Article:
Creating the best from recycled waste

Does “best” always come out of “waste”? Well, that’s the challenge a creative mind seeks to attain on his chosen route. Rehashing old, used and thrown-away items into a newer form is unarguably a remarkable idea to learn how to beautify and enhance yesterday’s things for today’s glorification from a better perspective.
Based on this premise, an art installation with waste objects is being currently held at Kolkata’s Harrington Street Arts Centre. The exhibition will remain open till July 20 from 2 pm to 7 pm. A host of non-profit organisations like Akshar, Kadam, Living Free, Earth Craft and Disha Foundation are participating in this unique display and sale of recycled articles under one umbrella. Offering a helping hand to this save-the-environment initiative is the Earth Day Work, whose consistent green activities are prominent across the country.
“We have put up a stall of bags under this roof to share the platform with the famous integrated school like Akshar and its rewarding endeavours to conserve a clean, green, pollution-free earth for tomorrow. Our eco-friendly bags are tagged with a double-edged purpose as it not only serves an alternative option to the use of plastic polypacks as a consumable product, but also offers an extra incentive to uplift the needy, underprivileged women from the weaker sections of society who have tailored and stitched the jholas under a self-help group banner. So there’s a charitable cause also involved in this project. Even those oppressed women who were once trafficked and tortured are now finding a healthy means of living by earning their wages through the sewing machines. Skilled in their craft, the seamstresses can convert a set of old clothes into an array of nice, cosy cloth-bags, right on the spot,” elucidates Debapriya Dutt of Earth Day Network (EDN).
The EDN also plans to carry forward this noble endeavour to large malls, housing complexes and different educational institutions.
Made out of torn and tattered cloth materials, shredded fabric, old saris and salwar kameezes, the bags of all shapes and sizes come in a wonderful variety of colours, cuts, designs and prints.
In the students’ zone where the reputed inclusive school of Akshar leads the charge with a bunch of pupils with special needs, lies a treasure-trove to watch out for.
These differently-abled children are so innately talented and so well-groomed that it is difficult to detect their impairment at first glance, if any. “Be it visual, physical or mental, no blockage is powerful enough to impede a person’s strong-willed determination to overcome the outward deficit,” espouses Neena Singh, the director of Akshar.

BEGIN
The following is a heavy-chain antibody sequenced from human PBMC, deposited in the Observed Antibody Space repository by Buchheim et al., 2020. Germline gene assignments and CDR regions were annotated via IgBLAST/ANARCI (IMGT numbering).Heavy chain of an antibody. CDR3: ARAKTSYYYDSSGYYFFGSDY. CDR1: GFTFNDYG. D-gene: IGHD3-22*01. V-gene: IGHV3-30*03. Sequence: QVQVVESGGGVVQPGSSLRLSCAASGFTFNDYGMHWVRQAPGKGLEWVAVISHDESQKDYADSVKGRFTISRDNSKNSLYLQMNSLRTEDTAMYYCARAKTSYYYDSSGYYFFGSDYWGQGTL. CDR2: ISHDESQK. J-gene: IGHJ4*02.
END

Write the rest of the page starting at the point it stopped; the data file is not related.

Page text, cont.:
Terming their drive as “conservation crusaders”, the school lays emphasis on teaching beyond the course curriculum. “We always design our classroom lectures in such a way that it helps keeping the attentive students a step ahead of the prescribed text books. If there is some natural disaster hitting the planet anywhere on the global map, then the geography tutor will immediately highlight that event as it pertains to the subject. For example, the recent Himalayan tsunami in Uttarakhand and other adjoining areas was given an added focus in the geography lessons held during that particular week,” shares Singh.
Accumulating the children’s work in this exhibition, which was originally assigned as part of their summer vacation homework, the proud English teacher-cum-librarian Nandita Gupta says, “The bulk of work produced by the kids was so excellent in quality that we couldn’t just let it go without a public showcase. And the crowds that it has drawn from all quarters on the inaugural day itself, simply speaks volumes for the participating candidates’ outstanding efforts. We have a separate junk room inside the school building to store all the refused items, commonly dumped down in the rubbish bin. But we on the contrary had asked our girls and boys to collect such discarded items from their households, which have been in use for the past 15 years and have worn out, are broken, rusted or have faded away with time and bring the same to school so that together we can all rehash something new out of that trash.”
From extinct creatures like dodos and dinosaurs or the endangered species like vultures and toads crafted out of paper maches, egg trays, clay mounds and paints to shampoo containers, safety pins, clothesline clips, tin-cases, rubber sheets, Plaster of Paris, et al, the little children with their small, but potent hands have promisingly proved to carve the best out of waste.
Pradyum Agarwal, an aspiring shutterbug of Class 10 suggests that he is passionate about wildlife photography and is keen to pursue that hobby someday as a professional. He regularly
flips through wildlife magazines like the National Geographic. Exhibiting his snapshots at the gallery, this eagle-eyed observer of minute details rattles of: “I’ve visited the Bandhavgarh (Madhya Pradesh) forests where I could luckily spot the pug marks of tigers and have been able to capture them on my camera. I’m even fond of some rare species of Indian birds and love to freeze them on my frame. After our Class 7 final exams, I remember, we were taken to Delhi to take part in a photography workshop camp from our school. That triggered my interest in the craft. At that time, I happened to click some of the historical sites and monuments in the capital.”
While the Class 5 pupil V. Deepa enthuses: “This is a great learning experience as we get to interact with so many people at
this forum and are able to showcase our creative input as well. We are enjoying every bit of this moment.”

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